Catholic Church members and priests attend a 'Hundred Sermons' event focusing on the Sinicization of Catholicism in Zibo city in Shandong province of China on Sept. 24. (Photo: chinacatholic.cn)
China’s communist government is seemingly accelerating the process of Sinicization of the Catholic Church to implement in spirit and action the policies of the Chinese Communist Party (CCP) put forth by President Xi Jinping.
Two recent events in Shandong and Hebei provinces organized by the state-controlled Bishops' Conference of the Catholic Church in China (BCCCC) and Chinese Catholic Patriotic Association (CCPA) highlighted the willingness of church leaders to put the CCP’s Sinicization policy into practice.
In its academic sense, Sinicization of religion refers to the indigenization of religious faith, practice and ritual in Chinese culture and society, according to the Lausanne Movement.
However, in reality, Sinicization is based on a profoundly political ideology that aims to impose strict rules on societies and institutions based on the core values of socialism, autonomy and supporting the leadership of the CCP.
On Sept. 24, Catholics from two churches in Zibo city in Shandong province attended an event called “Hundred Sermons” that sought to explain the instructions of President Xi on religious activities, promotion of Sinicization in the Church and how to adapt to the socialist society, according to a report on the BCCCC website.
Some 30 church members and priests attended the program at the Zhangdian Church in Zibo where Bishop Joseph Yang Yongqiang, a Vatican-approved bishop and vice-chairman of the BCCCC, delivered a speech.
The priest concluded his speech by calling for Chinese Catholicism to carry on the legacies of pioneering leaders like Bishop Zong Huaide
Father Wang Yutong, deputy director and secretary-general of the Zibo Catholic Patriotic Association, made a presentation titled "Personal Experience of the Sinicization of the Church” based on his 30 years of experience in parish management, evangelism and daily activities through the association.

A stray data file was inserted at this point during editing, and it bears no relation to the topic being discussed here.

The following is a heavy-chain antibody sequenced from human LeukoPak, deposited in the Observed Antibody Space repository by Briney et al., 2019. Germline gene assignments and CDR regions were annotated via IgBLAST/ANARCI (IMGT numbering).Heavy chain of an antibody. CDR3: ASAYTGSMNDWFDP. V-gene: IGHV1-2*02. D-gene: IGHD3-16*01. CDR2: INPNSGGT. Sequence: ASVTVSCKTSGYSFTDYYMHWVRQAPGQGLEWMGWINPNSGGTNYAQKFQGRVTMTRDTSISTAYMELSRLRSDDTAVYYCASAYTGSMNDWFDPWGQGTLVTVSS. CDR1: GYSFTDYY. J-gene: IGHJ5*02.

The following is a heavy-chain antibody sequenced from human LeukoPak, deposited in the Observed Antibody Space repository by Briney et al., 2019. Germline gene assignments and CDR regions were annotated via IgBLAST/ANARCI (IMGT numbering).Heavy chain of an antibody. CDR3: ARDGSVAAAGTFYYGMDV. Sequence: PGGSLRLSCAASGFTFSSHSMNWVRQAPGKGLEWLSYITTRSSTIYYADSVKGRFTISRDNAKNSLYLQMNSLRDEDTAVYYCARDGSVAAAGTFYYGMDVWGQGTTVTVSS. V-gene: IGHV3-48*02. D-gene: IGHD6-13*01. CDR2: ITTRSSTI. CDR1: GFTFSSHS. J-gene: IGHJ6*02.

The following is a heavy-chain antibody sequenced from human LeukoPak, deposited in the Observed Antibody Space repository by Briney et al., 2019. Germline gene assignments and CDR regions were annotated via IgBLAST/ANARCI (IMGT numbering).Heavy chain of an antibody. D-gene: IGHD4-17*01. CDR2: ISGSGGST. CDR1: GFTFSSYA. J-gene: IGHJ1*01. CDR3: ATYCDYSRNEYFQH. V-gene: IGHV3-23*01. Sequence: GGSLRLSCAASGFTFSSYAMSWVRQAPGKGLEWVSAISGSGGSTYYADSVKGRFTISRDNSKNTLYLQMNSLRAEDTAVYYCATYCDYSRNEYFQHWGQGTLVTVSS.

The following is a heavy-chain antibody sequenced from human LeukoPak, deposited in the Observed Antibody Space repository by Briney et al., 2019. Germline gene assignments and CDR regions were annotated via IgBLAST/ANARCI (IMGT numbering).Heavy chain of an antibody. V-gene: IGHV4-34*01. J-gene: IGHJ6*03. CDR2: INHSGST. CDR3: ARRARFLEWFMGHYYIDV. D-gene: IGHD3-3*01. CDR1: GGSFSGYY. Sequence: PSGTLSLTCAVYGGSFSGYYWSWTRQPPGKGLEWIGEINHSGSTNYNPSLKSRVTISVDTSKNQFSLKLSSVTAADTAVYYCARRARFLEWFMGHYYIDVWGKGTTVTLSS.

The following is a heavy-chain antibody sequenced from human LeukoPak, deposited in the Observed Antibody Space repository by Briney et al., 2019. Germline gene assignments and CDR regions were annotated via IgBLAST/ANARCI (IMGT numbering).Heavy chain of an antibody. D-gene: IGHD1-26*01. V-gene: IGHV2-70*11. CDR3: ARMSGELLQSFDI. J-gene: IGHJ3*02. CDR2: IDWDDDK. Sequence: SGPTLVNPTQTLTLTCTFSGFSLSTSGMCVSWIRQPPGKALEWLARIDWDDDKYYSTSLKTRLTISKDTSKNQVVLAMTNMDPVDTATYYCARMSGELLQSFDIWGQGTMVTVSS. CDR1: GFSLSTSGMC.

The priest concluded his speech by calling for Chinese Catholicism to carry on the legacies of pioneering leaders like Bishop Zong Huaide and follow the principles of “one direction, one road, one flag” — to adhere to the Sinicization of religion, the path of independence and a self-run church, and the flag of patriotism and love for religion.
The presentation garnered applause from the audience. Bishop Yang praised Father Wang for the inspirational speech and urged church members and priests to adhere to “one direction, one road and one flag” principles.
Meanwhile, 18 key members of the CCPA from various provinces and cities visited Xibaipo village, a prominent communist revolutionary site in Shijiazhuang city in Hebei province from Sept. 27-29.
The educational visit was based on the theme "Take the Red Footprints and Inherit the Red Spirit" that intended to cultivate feelings of love for the Chinese Communist Party, patriotism and socialism as part of the Sinicization of Catholicism.
Xibaipo village is considered a sacred site for the CCP as it was once the seat of the party's Central Committee from where Mao Zedong, the founding father of communist China, led three major battles in Liaoshen, Huaihai and Pingjin against nationalist forces.
The CCPA delegation visited former sites of the Central Committee, the United Front Work Department, Second Plenary Session of the Seventh Central Committee of the CCP, and the Central Military Commission. They also visited the war room used by communist revolutionaries such as Mao Zedong, Zhu De and Zhou Enlai, and the Xibaipo Memorial Hall.
A guide accompanied the group, who also watched historical exhibitions while carefully listening to heroic deeds of the revolutionary martyrs and their great achievements leading to “the birth of New China.”
The group also visited Catholic organizations in Hebei including the Catholic Theological Seminary, Xinde Charity Foundation and Xinde Society and had a meeting with Bishop Franics An Shuxin of Baoding as well as exchange meetings with priests and parishioners.
China is officially an atheist republic but it recognizes the legal entity of five religions — Catholicism, Protestantism, Buddhism, Islam and Taoism. For years, the authorities have strictly controlled state-sanctioned religious groups and persecuted those adhering to unregistered and unrecognized groups such as the Church of Almighty God, Falun Gong and even underground Catholics who refuse to join state-approved bodies or pledge allegiance to the CCP.
US-based Christian group Open Doors lists China 17th among 50 countries where Christians face severe forms of persecution.